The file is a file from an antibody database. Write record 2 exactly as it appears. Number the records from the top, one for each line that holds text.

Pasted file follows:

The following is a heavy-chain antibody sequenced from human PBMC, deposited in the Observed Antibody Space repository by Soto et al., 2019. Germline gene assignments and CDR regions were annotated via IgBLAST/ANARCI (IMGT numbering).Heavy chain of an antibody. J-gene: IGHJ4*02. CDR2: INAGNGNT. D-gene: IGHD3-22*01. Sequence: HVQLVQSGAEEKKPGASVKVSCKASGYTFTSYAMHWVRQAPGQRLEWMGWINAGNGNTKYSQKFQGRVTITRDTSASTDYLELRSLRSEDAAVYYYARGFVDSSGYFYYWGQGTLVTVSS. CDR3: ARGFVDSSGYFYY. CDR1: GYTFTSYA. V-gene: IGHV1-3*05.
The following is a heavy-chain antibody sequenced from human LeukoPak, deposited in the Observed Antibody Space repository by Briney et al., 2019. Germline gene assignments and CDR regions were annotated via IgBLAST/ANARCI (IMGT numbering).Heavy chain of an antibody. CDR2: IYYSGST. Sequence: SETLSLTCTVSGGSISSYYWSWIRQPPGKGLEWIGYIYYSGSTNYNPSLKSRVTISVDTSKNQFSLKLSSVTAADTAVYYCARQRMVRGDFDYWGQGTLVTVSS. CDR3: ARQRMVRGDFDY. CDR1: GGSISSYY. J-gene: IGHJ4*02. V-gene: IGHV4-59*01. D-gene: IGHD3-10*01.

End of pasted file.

The following is a heavy-chain antibody sequenced from human LeukoPak, deposited in the Observed Antibody Space repository by Briney et al., 2019. Germline gene assignments and CDR regions were annotated via IgBLAST/ANARCI (IMGT numbering).Heavy chain of an antibody. CDR2: IYYSGST. Sequence: SETLSLTCTVSGGSISSYYWSWIRQPPGKGLEWIGYIYYSGSTNYNPSLKSRVTISVDTSKNQFSLKLSSVTAADTAVYYCARQRMVRGDFDYWGQGTLVTVSS. CDR3: ARQRMVRGDFDY. CDR1: GGSISSYY. J-gene: IGHJ4*02. V-gene: IGHV4-59*01. D-gene: IGHD3-10*01.